Sunday, July 25, 2010

Fitting In

When I was younger, I fit in anywhere. I could instantly find friends anywhere. I had no pre-conceived notions about who would/wouldn't make a good friend. Boys were not "Icky." Girls were not pretentious. I could slap a coffee filter on a G.I. Joe figure to have him parachute from the third story window immediately after cuddling my Cabbage Patch doll.

I knew what I believed, but was happy to hear everyone else's views. Many Sunday mornings, after sleeping over at my best friend's, you could find me with her in her Lutheran Sunday school class. I went to Catholic school. At lunch, among friends, I debated the value of Yom Kippur vs. Catholic confession (9-year-old me was quite certain one day of fasting and coming to terms with G-d myself was much preferable to cowering in a confessional being judged by a priest and 30-something-year-old me still feels exactly the same way).

So many people fear public speaking. Not me. I love it. I'm comfortable in front of crowds. I wanted to be an actress. I'm a born leader and I enjoy (almost) every minute of it. The best compliment I ever received from my mother was when she asked, "Why did you never become a rabbi? You know all this stuff. You've always been a leader. You would have been good at it."

Now, though, I find it increasingly difficult to fit in. Among most of my friends, being Jewish makes us the odd ones out. With one group of fellow Yids, we're too observant. With others, we're not nearly observant enough. With some people, we're the wrong religion entirely and therefore not even a candidate for friend. I have to bite my tongue around some friends so as to not make political comments that I know will tick them off. Many of my friends are far older. A number of those have grown children, so when I'm exasperated by the toddler tantrums, my friends look at me like I have three heads and go back to helping their daughters' plan their weddings. Others are young and single and are equally baffled when the toddler tantrums or the kindergartner insists on wearing his Batman mask, bathing suit and not much else. They're too busy planning their road trip with friends (from which they will post ten THOUSAND pictures to Facebook) to hear my explanation.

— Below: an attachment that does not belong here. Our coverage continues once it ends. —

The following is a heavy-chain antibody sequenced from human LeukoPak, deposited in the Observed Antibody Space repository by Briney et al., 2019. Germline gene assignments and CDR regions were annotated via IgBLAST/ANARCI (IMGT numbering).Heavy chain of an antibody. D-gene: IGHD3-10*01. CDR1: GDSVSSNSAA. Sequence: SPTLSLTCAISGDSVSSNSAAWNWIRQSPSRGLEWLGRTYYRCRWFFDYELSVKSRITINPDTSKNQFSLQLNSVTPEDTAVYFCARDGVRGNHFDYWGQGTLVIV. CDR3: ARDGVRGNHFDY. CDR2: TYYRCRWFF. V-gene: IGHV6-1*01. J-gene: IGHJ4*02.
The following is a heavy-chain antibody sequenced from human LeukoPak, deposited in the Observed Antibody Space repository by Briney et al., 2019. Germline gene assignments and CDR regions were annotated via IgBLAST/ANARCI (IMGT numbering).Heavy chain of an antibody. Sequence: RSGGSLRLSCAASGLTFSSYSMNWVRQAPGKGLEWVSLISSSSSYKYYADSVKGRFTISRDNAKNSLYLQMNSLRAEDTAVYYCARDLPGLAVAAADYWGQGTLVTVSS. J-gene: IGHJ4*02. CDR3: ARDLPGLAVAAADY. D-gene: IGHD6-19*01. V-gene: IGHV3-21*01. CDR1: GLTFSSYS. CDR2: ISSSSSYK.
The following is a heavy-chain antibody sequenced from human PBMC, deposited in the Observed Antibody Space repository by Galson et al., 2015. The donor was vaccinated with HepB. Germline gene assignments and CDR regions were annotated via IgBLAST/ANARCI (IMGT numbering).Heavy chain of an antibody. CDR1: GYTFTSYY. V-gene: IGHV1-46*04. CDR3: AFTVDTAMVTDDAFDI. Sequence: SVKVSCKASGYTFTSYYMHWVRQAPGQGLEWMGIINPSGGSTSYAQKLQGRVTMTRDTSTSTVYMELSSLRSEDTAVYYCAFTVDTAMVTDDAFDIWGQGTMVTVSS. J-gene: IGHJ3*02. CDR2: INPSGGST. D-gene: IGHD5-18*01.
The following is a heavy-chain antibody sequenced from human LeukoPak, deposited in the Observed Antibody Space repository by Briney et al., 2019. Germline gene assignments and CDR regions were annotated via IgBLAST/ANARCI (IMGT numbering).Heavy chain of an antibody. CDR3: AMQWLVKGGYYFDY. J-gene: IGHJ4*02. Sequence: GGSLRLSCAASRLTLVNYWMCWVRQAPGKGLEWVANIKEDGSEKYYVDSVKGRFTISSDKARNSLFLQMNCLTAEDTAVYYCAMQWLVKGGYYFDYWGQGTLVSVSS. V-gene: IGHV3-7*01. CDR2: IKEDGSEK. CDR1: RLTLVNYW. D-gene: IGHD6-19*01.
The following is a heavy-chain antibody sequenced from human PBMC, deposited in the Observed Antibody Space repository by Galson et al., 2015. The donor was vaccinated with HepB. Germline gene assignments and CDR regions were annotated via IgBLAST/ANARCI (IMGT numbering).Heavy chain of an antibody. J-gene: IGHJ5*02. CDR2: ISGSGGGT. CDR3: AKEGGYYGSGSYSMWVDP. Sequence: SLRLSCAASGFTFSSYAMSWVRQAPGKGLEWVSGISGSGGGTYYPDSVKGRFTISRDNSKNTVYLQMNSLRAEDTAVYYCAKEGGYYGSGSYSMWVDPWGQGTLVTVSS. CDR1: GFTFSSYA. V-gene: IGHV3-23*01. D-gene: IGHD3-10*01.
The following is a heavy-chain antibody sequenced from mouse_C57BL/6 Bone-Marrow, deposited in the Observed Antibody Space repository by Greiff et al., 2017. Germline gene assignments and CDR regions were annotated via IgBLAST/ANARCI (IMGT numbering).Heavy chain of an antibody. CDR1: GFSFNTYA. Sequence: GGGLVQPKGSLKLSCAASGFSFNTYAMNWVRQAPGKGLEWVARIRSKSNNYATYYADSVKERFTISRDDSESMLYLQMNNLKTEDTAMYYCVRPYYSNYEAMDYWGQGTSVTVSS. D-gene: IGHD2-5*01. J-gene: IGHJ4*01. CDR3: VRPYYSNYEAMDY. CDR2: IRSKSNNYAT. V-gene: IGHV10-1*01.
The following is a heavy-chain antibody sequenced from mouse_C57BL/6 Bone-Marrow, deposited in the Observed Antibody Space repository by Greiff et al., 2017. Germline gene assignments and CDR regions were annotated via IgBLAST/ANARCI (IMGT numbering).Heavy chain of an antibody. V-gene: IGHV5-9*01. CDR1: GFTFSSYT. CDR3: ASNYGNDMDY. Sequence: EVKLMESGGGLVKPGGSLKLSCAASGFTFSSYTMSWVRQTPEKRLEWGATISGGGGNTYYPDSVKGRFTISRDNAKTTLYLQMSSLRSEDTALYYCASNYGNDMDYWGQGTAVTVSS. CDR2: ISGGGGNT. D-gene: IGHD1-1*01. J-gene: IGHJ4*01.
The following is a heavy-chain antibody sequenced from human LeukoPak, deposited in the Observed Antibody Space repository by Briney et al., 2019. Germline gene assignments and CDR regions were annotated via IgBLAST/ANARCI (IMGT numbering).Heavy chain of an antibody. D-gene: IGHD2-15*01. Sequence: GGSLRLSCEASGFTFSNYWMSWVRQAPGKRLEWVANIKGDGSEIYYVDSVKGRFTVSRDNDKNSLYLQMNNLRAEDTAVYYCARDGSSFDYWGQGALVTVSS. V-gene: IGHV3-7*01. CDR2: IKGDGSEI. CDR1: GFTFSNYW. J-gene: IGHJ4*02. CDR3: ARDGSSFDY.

So it's nice that we have finally managed to find a little space in the world where we've collected people with whom we feel comfortable. I can randomly bust into song and not only will no one stare, but some friends will actually JOIN IN and sing along. One or two might even grab their guitar or play along on the piano. And that, right there, makes all the slings and arrows in life so much more bearable.

"You meet people who forget you. You forget people you meet. But sometimes you meet those people you can`t forget. Those are your friends." --Dana Scully "the X-files"


Absolutely Kathy said...

Hey I just ran across your blog from another blog. So far I love what I am reading. I totally agree with it being harder to make friends as an adult then when we were kids. I am not Jewish, but I still find it difficult to find a tight group of friends. I am not sure why this is or what changes from childhood to adulthood to make friendship such a foreign idea. Oh and I have some friends that once they got married it seems like they are only allowed to hang out with their husbands now. But that is another rant. Great Blog! Going on my favorites list.

Nancy said...

Wow, I recently blogged something of a very similar vein. Although the ending of yours, you've found satisfaction.. in mine, I'm still looking.

I took a long hiatus from blogging, but I'm back and it's good to see you're still here. :)

Anonymous said...

I was sad to realize that this was your most recent post. Don't give up- should you come back and check your blog, keep posting! I enjoy your perspective and your honesty! It's never too long of a gap to keep posting.